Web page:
What a beautiful island paradise lay before us when I went to breakfast.  The port anchor was lowered and when the ship swung around, the stern view became the vista of Victoria and mountains in the background.

I rode the catamaran tender to shore, and sat on top.  I stood most of the way, so I could photograph “home” as well as toward shore.  Toured South Mahe.  There were some pretty hefty ground swells as we headed for land, so it was tricky boarding and landing, but the Filipinos are very skillful in timing the right moment to jump, and then they sweep you on with care!  The return launch was my number 13 under which I have spent many enjoyable hours.  It bounced a lot on the swells and wakes of the other tenders, so in order to minimize the bounce, the helmsman will slow down on the wake’s approach, then speed up and over.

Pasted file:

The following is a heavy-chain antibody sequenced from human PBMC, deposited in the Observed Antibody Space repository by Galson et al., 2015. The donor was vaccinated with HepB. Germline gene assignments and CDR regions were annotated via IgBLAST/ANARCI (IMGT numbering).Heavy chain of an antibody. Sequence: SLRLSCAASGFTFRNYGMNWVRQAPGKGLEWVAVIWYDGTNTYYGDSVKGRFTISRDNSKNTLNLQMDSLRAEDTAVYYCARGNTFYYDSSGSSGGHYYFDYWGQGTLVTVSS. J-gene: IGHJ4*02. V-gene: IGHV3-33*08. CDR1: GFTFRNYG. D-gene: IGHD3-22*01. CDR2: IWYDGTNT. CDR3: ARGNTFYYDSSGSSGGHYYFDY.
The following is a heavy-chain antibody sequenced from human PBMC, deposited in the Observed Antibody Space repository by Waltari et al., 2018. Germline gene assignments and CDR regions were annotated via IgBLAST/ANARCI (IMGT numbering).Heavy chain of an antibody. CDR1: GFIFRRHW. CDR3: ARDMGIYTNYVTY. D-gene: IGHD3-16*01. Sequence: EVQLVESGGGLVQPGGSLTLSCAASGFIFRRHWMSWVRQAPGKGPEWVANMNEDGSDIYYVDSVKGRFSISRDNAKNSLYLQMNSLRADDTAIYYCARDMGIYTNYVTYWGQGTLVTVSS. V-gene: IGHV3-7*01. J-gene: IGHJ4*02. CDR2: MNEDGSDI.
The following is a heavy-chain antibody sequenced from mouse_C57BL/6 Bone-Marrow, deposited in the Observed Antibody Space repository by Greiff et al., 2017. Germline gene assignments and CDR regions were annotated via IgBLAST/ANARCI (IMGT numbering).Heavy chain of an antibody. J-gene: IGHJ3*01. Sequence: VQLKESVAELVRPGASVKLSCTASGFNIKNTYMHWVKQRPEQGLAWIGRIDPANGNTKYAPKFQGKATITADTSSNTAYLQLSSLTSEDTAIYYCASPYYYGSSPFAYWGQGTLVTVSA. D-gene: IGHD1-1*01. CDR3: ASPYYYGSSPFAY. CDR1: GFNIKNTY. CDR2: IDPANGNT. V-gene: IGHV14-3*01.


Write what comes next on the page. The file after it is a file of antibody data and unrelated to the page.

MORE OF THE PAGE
I skipped my afternoon tour and remained on board to putter in my cabin.  I emerged shortly before teatime to see the islands again.  I sat with Elizabeth and Marie by the starboard Queens Room windows so we could see the tenders coming and going.  Later, after tea, with Helen and Peter I joined Sylvia and friend Doris from England.  We watched three small sunfish sailboats.  One sailor kept swamping, betraying his inexperience.  I am nearly finished packing.

Dinnertime brought two new people, Bunny from Durban and Clive from San Diego, originally a Brit.  He was hotel manager for the Del Coronado among many others.  He is now a Host.  I saw the movie “Jefferson in Paris.”   Cabin return was next.

Wednesday, 13 March, At Sea.